Menu Close

“The customer gets significant value.”: Scott Whiteman

For a small, local Australian company to go from nothing to the number two industry position in the US, all within six years, is not to be sniffed at. But that’s exactly what Riverina Oils & Bio Energy has achieved, all from its fully integrated facility in Wagga Wagga.


The canola oil producer started operations in 2013, founded by entrepreneur DD Saxena. The company was faced with unconvinced investors and economic difficulties at first. Indeed, CEO Scott Whiteman says the company’s survival was initially quite precarious. Nevertheless, he joined the company as CFO, and helped guide Riverina Oils to its present success.

“There was doubt over whether Riverina Oils would eventuate because there were some planning and timing issues,” Scott says. “It was put to me that I could work for this company that was going to construct a new plant in Australia, using all-new technology in the integrated plants, and it was in the growing region so that you didn’t need to transport the canola crops very far. It seemed like a breath of fresh air, and an exciting challenge.”

Before then, Scott had been with Cargill, another canola oil producer, but of a more traditional, established kind; Scott says most canola-crushing assets in Australia were up to 50 years old at the time. Riverina Oils started as the inverse – the archetypal new, smaller player, capable of adapting to the market with agility. Having run Cargill’s Specialty Canola division for a year and a half, Riverina Oils represented a different experience for Scott, and its unique place in the industry means it has been able to achieve international success.

“We saw an opportunity in the US,” Scott recalls. “The US market was craving non-genetically modified canola oil, because the Canadian crop is 95% genetically modified. We saw that there was an opportunity to do that from Australia because it’s the reverse here – 95% non-GM. We were the first in Australia to get accreditation from the Non-GMO Project, and the first to export refined oil to the US.


“We now undertake 25% of our production in the US, and that’s only growing. We’ve got a subsidiary set up over there, with offices in Toronto, Canada and California. It’s the same industry, but with a small-business approach to it. Not that we’re a small business here. We’ve got A$170 million in turnover, but the size of the company means it can approach this industry in a nimble and exploratory fashion.”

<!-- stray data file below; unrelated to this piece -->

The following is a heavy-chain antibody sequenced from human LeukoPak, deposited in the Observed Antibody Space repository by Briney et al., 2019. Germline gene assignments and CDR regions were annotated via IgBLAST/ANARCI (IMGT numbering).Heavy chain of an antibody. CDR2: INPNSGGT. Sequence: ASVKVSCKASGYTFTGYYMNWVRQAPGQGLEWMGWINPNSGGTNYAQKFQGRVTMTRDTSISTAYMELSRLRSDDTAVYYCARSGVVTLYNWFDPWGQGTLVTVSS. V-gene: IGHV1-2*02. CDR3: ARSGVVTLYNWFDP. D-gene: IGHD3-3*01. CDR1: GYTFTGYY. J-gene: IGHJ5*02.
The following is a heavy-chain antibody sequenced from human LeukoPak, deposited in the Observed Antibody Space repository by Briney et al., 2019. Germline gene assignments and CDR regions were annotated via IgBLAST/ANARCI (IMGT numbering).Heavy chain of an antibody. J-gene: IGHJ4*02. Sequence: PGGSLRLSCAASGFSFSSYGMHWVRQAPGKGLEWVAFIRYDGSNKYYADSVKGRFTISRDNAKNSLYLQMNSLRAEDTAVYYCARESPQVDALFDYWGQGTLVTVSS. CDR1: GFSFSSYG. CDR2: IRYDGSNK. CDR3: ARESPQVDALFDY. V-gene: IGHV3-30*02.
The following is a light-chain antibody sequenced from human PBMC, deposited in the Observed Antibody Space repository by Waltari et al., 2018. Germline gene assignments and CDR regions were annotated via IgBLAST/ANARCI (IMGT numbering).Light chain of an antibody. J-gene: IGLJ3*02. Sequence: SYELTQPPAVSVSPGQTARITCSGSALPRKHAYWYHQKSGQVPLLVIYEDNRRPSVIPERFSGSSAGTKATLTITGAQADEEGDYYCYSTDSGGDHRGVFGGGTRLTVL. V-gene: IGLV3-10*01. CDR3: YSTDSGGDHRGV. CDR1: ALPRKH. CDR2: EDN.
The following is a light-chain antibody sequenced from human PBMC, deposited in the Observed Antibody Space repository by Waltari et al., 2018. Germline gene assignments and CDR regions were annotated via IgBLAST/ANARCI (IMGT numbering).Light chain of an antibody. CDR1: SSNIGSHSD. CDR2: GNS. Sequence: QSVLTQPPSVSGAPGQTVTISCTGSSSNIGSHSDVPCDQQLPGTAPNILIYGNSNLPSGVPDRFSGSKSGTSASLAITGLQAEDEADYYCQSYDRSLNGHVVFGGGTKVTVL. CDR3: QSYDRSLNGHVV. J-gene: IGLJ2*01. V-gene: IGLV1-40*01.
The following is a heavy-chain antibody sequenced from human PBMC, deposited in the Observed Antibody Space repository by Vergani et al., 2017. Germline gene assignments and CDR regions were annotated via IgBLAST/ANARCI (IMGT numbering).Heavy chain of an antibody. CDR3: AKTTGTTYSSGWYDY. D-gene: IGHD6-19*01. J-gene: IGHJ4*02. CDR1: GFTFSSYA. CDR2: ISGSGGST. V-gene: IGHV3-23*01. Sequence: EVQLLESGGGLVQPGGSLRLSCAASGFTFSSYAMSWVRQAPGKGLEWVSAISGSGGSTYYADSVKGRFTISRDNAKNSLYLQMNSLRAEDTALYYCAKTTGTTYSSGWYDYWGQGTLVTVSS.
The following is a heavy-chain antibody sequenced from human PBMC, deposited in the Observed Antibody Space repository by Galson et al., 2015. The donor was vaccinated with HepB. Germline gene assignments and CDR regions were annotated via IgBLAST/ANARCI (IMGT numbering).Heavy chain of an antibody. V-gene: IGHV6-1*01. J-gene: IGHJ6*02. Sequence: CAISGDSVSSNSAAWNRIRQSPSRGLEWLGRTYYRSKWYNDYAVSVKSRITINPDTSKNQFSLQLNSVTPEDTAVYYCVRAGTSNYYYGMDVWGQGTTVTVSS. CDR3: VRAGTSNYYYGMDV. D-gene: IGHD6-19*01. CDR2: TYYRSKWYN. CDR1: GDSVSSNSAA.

The company is expanding its reach globally. In the next three years, Scott hopes to double US sales through building up that operation. In India, Riverina Oils is working to not just introduce its brand, but the concept of canola oil itself – it’s not commonly used there. Scott says they have a good foothold, and hope to expand their market share soon.

After his tenure as CFO and right-hand man to DD Saxena, Scott was promoted to CEO in mid-2016, while the founder moved his focus to Riverina Oils’ olive production business. Having learned the ropes under DD’s guidance, Scott took over on a sole basis in July 2018. Learning from the entrepreneur taught him to step up and define the company vision, but equally he places a huge value on autonomy – hiring the right people, giving them sufficient training and then the freedom to succeed.

“Certainly, my role requires that I be totally trustful in my lieutenants, and they are all doing an amazing job, and importantly, enjoying it,” he says. “A fair portion of my day is spent making sure people enjoy their work. There’s a 25% bonus that you get from people who enjoy what they do, so making sure everything’s in equilibrium, and that people enjoy their work and have the flexibility to deal with their personal lives. It’s having that capacity for autonomy in taking projects and driving them forward that has been a key to the transition.

“A fair portion of my day is spent making sure people enjoy their work.”


“I went to see Star Wars: Return of the Jedi at the convention centre, with music performed by the Melbourne Symphony Orchestra, and I’ve got to say I feel a bit like the conductor there. Everybody else is doing the work, but it’s my job to make sure we’re focusing on the right priorities, and that people have the skills and the opportunity to enjoy what they’re doing, to get it done the best they can.”

That unifying vision will be essential as Riverina Oils pursues its ambitious plans for expansion and innovation. The oil producer is running numerous domestic and international projects, pursuing innovation and expansion in diverse areas.

In its Wagga Wagga plant, Riverina Oils employs a new process with lower heat, which results in a more nutritious oil with a longer frying life. Riverina Oils now boasts a direct line to a nearby solar plant, and is also trying to substitute natural gas use with a biomass boiler. It may be a nimble, less traditional canola oil producer, as Scott describes, but its ambition is far from limited.

Riverina Oils’ efforts in innovation are paying dividends to partners too. Scott recounts a glowing review from a Chinese partner, whose win of a tender to provide meals for 150,000 students was credited, at least in part, to the quality of the canola oil they used. Domestically, Riverina Oils has partnered with Wagga Wagga icon Ron Crouch Transport to provide a new frying oil solution for pubs, clubs and restaurants in the Riverina, and perhaps well beyond.

For Scott, such efforts are all about passing the benefits down the supply chain, thanks to innovative, efficient and high-quality processes. “Our future is driving that value to our customer,” he asserts. “We spend a bit more time on the process, so that our product is a premium product at a premium price. The customer gets significant value.”

Proudly supported by:

Bryant Engineering

Leave a Reply